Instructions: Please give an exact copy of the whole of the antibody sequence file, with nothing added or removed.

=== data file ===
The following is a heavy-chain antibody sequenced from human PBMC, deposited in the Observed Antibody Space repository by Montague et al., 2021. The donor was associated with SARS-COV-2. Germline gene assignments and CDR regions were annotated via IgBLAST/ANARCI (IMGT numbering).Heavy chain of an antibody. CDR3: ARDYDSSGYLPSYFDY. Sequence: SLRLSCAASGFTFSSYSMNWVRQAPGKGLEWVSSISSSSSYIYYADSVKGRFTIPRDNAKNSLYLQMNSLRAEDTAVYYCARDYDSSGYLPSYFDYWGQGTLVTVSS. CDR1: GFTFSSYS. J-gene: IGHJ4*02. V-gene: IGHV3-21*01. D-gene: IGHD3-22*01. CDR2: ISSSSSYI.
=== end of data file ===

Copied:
The following is a heavy-chain antibody sequenced from human PBMC, deposited in the Observed Antibody Space repository by Montague et al., 2021. The donor was associated with SARS-COV-2. Germline gene assignments and CDR regions were annotated via IgBLAST/ANARCI (IMGT numbering).Heavy chain of an antibody. CDR3: ARDYDSSGYLPSYFDY. Sequence: SLRLSCAASGFTFSSYSMNWVRQAPGKGLEWVSSISSSSSYIYYADSVKGRFTIPRDNAKNSLYLQMNSLRAEDTAVYYCARDYDSSGYLPSYFDYWGQGTLVTVSS. CDR1: GFTFSSYS. J-gene: IGHJ4*02. V-gene: IGHV3-21*01. D-gene: IGHD3-22*01. CDR2: ISSSSSYI.